- A recent survey named Notre Dame’s leprechaun mascot as offensive.
- The University, however, did not take kindly to the title and pushed back with full force.
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Notre Dame University is in full defense of its leprechaun mascot. The school, nicknamed The Fighting Irish, was deemed to have the fourth-most offensive mascot in the NCAA. It received the ranking from a recent survey conducted by Quality Logo Products Blog.
The survey asked 1,266 people to score 128 mascots from schools with Division-I football teams based on the following categories:
- The Best and Worst College Mascots in America
- The Sexiest and Unsexiest College Mascots in America
- The Creepiest College Mascots in America
- The Most Offensive College Mascots in America
The survey was senseless, subjective and irrelevant. And yet it garnered some attention on a national level.
Notre Dame took notice of its negative remarks. The survey named the leprechaun as the fourth-most offensive mascot. It was ranked behind Hawaii’s Vili the Warrior, San Diego State’s Aztec Warrior and Florida State’s Osceola and Renegade.
Notre Dame goes on the defense by playing offense.
The leprechaun, one of the most famous mascots in sports, is a highly-coveted position on campus. Tryouts are a monthlong process. They require candidates to lead a mock pep rally, answer questions from the media, respond to a game situation, answer school trivia, dance an Irish jig and complete 50 pushups.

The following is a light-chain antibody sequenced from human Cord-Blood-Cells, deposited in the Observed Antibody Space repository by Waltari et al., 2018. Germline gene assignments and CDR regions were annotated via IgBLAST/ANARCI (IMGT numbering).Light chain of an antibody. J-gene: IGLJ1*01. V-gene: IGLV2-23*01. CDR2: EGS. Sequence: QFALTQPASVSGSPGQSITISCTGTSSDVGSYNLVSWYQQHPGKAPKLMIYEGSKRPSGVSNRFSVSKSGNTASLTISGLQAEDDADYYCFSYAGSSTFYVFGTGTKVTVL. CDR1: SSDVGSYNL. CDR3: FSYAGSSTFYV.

To be the leprechaun is a big deal and the mascot is a symbol of pride amongst students.
“Our symbols stand as celebratory representations of a genuine Irish heritage at Notre Dame a heritage that we regard with respect, loyalty and affection,” said the university.
Notre Dame did not take kindly to the ranking and immediately pushed back. In doing so, the school diverted the discussion toward other programs and did not hold back from throwing other mascots under the bus.
“It is worth noting … that there is no comparison between Notre Dame’s nickname and mascot and the Indian and warrior names (and) mascots used by other institutions such as the NFL team formerly known as the Redskins,” the school said to the Indy Star. “None of these institutions were founded or named by Native Americans who sought to highlight their heritage by using names and symbols associated with their people.”
When Notre Dame takes the field against Florida State on September 5th, the leprechaun will be on the sideline where he belongs. And so long as the university has a say, that will continue to be the case.